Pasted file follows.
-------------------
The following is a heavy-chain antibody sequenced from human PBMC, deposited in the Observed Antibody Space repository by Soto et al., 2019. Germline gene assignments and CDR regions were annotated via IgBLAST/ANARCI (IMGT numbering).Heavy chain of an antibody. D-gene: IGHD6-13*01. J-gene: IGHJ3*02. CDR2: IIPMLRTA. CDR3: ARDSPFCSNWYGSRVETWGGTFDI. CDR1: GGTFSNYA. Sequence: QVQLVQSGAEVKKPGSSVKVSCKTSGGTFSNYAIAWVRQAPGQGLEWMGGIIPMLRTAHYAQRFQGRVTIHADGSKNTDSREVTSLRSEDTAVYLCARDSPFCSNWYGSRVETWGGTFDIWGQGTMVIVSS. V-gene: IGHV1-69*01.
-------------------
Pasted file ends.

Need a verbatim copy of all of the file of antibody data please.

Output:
The following is a heavy-chain antibody sequenced from human PBMC, deposited in the Observed Antibody Space repository by Soto et al., 2019. Germline gene assignments and CDR regions were annotated via IgBLAST/ANARCI (IMGT numbering).Heavy chain of an antibody. D-gene: IGHD6-13*01. J-gene: IGHJ3*02. CDR2: IIPMLRTA. CDR3: ARDSPFCSNWYGSRVETWGGTFDI. CDR1: GGTFSNYA. Sequence: QVQLVQSGAEVKKPGSSVKVSCKTSGGTFSNYAIAWVRQAPGQGLEWMGGIIPMLRTAHYAQRFQGRVTIHADGSKNTDSREVTSLRSEDTAVYLCARDSPFCSNWYGSRVETWGGTFDIWGQGTMVIVSS. V-gene: IGHV1-69*01.